A woman is showing off her bikini body after a lifesaving operation left her with a colostomy bag.
Heather Grant, 23, from St Helens, Merseyside, was diagnosed with Crohn's disease - a type of inflammatory bowel disease - last July, after three years of crippling pain.
In December, Heather underwent a lifesaving operation to remove part of her bowel but complications caused a deadly amount of fluid to build up in her stomach.
She was taken back down to theatre five days later and fitted with a colostomy bag.
Heather, who had been in agonising pain for months, felt relieved she was no longer suffering but devastated about how her life had changed in just a few days.
Now, five months later, Heather has booked her first holiday and is proudly showing off her bikini body to help others with the condition.
Heather, a sales assistant at New Look, said: "I'm so lucky I survived the operation but when I first woke up I was devastated to see they'd fitted me with a bag.
"I never thought I'd feel confident enough to wear a bikini again, I was just so embarrassed and disgusted with myself at first.
"But I knew it had saved my life and it felt amazing not to be in agonising pain.
"Now I'm really happy and back to my normal self, I know in the future I can have it reversed but now I've lived with a stoma bag for the past five months, I know it's not that bad at all.
"I hope other people with diagnosed with Crohn's disease can read my story and see that life does go on after the operation."
Heather first began suffering from stomach cramps in 2013 - doctors first dismissed her symptoms as period pains and IBS.
She added: "I finally had the MRI scan I needed last summer and that revealed I had Crohn's disease.
"It was a shock when they revealed I needed surgery to remove part of my diseased bowel.
"I had no idea how serious my condition was until I woke up in unbearable agony after my operation.
"I weighed just six stone after being unable to eat for such a long time.
"I was screaming in pain before nurses realised something serious was wrong and I was taken back down to theatre, my stomach was filling with blood due to a complication with my first operation and I needed a stoma bag."
Heather's parents Susan, 45, and David Bell, 49, were told it was a close call but thankfully their daughter had pulled through the four and a half hour operation.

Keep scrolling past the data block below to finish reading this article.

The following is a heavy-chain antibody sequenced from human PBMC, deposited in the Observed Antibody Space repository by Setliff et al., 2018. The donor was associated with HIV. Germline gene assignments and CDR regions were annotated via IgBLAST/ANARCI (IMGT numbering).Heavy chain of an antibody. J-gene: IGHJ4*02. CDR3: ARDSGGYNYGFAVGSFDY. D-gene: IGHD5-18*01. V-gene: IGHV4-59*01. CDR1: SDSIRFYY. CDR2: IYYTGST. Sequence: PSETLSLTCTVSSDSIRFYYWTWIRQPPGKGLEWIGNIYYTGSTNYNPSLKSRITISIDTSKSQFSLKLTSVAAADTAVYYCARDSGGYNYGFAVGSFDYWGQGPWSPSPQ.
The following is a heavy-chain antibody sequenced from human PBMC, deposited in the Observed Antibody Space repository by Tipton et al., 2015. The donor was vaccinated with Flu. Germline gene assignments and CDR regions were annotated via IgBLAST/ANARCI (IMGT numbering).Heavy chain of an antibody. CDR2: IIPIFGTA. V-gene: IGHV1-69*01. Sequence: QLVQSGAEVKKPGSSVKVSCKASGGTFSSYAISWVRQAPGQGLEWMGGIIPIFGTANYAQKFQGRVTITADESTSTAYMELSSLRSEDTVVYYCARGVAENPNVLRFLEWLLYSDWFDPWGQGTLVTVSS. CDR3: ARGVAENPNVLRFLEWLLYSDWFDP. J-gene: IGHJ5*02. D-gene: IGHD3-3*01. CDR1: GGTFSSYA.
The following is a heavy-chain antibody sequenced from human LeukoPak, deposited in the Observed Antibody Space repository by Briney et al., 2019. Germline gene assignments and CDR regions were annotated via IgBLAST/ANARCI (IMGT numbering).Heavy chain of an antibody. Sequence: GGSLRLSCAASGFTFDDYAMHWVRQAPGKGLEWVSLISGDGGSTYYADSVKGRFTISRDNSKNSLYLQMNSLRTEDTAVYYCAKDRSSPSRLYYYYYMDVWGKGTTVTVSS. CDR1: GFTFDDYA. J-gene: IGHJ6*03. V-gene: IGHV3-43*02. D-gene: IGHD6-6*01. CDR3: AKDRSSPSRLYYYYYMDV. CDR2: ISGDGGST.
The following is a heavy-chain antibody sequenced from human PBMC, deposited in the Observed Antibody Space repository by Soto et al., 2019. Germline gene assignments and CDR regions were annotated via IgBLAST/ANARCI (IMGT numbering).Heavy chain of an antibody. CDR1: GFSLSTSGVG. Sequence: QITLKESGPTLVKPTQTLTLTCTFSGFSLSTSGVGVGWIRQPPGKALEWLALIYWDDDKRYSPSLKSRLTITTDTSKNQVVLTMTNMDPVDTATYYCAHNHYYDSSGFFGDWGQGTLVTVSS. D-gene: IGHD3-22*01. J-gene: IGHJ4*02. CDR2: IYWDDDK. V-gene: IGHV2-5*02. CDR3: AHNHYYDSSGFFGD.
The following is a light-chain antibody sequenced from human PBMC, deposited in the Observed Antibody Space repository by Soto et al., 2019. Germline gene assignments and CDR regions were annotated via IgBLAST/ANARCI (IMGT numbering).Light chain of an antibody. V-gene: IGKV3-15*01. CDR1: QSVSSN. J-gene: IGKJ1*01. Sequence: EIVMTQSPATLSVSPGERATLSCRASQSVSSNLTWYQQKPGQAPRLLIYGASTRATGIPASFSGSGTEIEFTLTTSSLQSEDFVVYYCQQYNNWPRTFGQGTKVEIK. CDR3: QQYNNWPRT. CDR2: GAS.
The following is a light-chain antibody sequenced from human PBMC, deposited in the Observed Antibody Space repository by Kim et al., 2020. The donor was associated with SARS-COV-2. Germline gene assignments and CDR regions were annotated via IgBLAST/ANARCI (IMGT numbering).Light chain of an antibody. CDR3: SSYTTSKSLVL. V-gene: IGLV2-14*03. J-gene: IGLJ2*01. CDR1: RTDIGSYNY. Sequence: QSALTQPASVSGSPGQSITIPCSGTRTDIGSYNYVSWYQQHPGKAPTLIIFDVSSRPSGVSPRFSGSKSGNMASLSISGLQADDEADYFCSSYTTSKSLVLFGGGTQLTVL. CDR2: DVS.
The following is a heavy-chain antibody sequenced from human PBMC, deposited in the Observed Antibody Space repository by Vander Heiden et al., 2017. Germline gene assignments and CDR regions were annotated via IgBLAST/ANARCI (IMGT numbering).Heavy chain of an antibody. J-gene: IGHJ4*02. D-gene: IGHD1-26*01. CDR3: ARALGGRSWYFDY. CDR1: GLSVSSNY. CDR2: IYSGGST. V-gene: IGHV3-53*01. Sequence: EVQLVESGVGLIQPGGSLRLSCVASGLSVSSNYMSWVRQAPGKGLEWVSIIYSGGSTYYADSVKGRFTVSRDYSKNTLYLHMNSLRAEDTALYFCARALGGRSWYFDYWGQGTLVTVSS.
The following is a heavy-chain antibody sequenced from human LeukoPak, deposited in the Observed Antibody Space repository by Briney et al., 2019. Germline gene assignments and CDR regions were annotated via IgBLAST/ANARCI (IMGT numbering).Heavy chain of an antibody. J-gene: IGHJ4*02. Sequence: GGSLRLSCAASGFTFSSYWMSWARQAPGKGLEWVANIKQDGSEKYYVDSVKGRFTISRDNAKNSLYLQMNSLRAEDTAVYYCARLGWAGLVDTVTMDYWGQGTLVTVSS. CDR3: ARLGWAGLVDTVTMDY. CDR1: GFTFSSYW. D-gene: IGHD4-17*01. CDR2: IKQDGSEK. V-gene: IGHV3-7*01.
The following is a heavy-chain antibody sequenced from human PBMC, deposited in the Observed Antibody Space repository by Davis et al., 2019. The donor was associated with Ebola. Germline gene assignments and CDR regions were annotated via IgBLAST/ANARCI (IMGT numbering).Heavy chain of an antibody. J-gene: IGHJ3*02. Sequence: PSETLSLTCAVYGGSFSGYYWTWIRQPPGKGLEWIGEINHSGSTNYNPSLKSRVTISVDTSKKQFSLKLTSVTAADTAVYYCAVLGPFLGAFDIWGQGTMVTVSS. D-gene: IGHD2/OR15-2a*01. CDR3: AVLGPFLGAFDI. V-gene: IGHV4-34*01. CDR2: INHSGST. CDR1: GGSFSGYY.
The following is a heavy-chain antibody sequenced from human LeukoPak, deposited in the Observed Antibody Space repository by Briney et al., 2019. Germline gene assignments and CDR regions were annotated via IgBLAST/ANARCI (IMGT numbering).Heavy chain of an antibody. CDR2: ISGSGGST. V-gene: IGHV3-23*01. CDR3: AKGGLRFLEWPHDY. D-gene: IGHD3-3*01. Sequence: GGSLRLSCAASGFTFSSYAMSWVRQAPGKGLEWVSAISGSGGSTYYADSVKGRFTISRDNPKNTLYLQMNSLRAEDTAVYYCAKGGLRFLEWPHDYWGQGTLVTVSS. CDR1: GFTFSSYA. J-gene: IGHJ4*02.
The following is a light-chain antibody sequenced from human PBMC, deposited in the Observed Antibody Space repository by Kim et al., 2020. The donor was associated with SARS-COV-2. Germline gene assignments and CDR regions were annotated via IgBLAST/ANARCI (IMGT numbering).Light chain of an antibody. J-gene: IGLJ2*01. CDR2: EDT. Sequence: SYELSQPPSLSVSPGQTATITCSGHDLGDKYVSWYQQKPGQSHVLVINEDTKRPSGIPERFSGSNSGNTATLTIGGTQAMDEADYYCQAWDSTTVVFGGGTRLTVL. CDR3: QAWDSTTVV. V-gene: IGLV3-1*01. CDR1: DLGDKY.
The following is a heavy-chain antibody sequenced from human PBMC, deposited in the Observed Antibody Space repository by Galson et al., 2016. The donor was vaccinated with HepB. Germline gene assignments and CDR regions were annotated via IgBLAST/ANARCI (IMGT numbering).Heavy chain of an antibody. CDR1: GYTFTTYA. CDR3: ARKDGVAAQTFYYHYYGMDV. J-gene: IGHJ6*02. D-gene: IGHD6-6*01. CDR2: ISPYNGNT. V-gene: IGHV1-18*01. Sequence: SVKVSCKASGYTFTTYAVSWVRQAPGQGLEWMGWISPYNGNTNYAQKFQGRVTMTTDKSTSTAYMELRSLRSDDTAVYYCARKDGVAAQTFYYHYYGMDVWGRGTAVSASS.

She said: "My parents have been my rock throughout it all and so has my boyfriend, Niall Roughley.
"I'm so excited to finally be able to go on holiday without having to worry about my toilet habits or severe pain.
"I've been through so much in the past year but I can't wait to get on the beach in Greece now.
"I have some lovely bikinis to wear and I'm so thankful to those surgeons that saved my life, I have my whole future to look forward to now."
Heather has been left with a seven inch scar on her stomach due to her operations but she insists nothing will hold her back.
She said: "I'm not bothered by my scar and at the end of the year, I'm hoping to have a stoma reversal.
"I hope my story gives other people who are diagnosed with Crohn's disease the confidence to show off their scars and colostomy bags, we have nothing to be ashamed of."
Isobel Mason, Nurse Consultant and IBD Nursing Development Manager at Crohn's and Colitis UK said: "Every 30 minutes someone in the UK is diagnosed with Crohn's Disease or Ulcerative Colitis – the two main forms of Inflammatory Bowel Disease (IBD).
"These are chronic conditions that can cause ulceration and inflammation in the colon (Ulcerative Colitis) or any part of the digestive system (Crohn's Disease).
"Symptoms can include diarrhoea (often with blood), severe pain, extreme fatigue, and depression.
"Weight loss is also a key symptom but not always as dramatic as in this situation.
"At present there is no cure for Crohn's and Colitis, but drugs and sometimes surgery can give long periods of relief from symptoms.
"This means 1 in 210 people are living with these unpredictable, life-long and potentially life-threatening conditions.
"Crohn's and Colitis UK provide high quality information and personal care, support life-changing research and campaign vigorously for more knowledge, better services and more support for people affected by IBD."
For more information visit: www.crohnsandcolitis.org.uk
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